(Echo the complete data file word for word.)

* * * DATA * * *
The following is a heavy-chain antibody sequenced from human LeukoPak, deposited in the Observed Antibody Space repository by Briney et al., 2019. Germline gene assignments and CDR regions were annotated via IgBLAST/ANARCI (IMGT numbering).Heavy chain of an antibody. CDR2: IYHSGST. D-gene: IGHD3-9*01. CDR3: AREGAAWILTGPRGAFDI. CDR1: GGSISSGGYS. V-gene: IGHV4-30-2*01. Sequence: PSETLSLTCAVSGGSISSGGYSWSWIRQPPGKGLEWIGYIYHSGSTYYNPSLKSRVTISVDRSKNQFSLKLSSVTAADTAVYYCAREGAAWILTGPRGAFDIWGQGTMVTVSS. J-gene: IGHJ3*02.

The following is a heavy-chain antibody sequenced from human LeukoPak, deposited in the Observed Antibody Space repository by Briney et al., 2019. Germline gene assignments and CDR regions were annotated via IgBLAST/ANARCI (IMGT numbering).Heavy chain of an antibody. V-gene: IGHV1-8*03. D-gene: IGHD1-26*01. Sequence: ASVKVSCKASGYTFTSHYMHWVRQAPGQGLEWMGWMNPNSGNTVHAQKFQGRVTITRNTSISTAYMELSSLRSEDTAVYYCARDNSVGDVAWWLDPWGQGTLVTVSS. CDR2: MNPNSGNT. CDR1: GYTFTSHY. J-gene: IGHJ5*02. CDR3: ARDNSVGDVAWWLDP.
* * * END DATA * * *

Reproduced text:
The following is a heavy-chain antibody sequenced from human LeukoPak, deposited in the Observed Antibody Space repository by Briney et al., 2019. Germline gene assignments and CDR regions were annotated via IgBLAST/ANARCI (IMGT numbering).Heavy chain of an antibody. CDR2: IYHSGST. D-gene: IGHD3-9*01. CDR3: AREGAAWILTGPRGAFDI. CDR1: GGSISSGGYS. V-gene: IGHV4-30-2*01. Sequence: PSETLSLTCAVSGGSISSGGYSWSWIRQPPGKGLEWIGYIYHSGSTYYNPSLKSRVTISVDRSKNQFSLKLSSVTAADTAVYYCAREGAAWILTGPRGAFDIWGQGTMVTVSS. J-gene: IGHJ3*02.

The following is a heavy-chain antibody sequenced from human LeukoPak, deposited in the Observed Antibody Space repository by Briney et al., 2019. Germline gene assignments and CDR regions were annotated via IgBLAST/ANARCI (IMGT numbering).Heavy chain of an antibody. V-gene: IGHV1-8*03. D-gene: IGHD1-26*01. Sequence: ASVKVSCKASGYTFTSHYMHWVRQAPGQGLEWMGWMNPNSGNTVHAQKFQGRVTITRNTSISTAYMELSSLRSEDTAVYYCARDNSVGDVAWWLDPWGQGTLVTVSS. CDR2: MNPNSGNT. CDR1: GYTFTSHY. J-gene: IGHJ5*02. CDR3: ARDNSVGDVAWWLDP.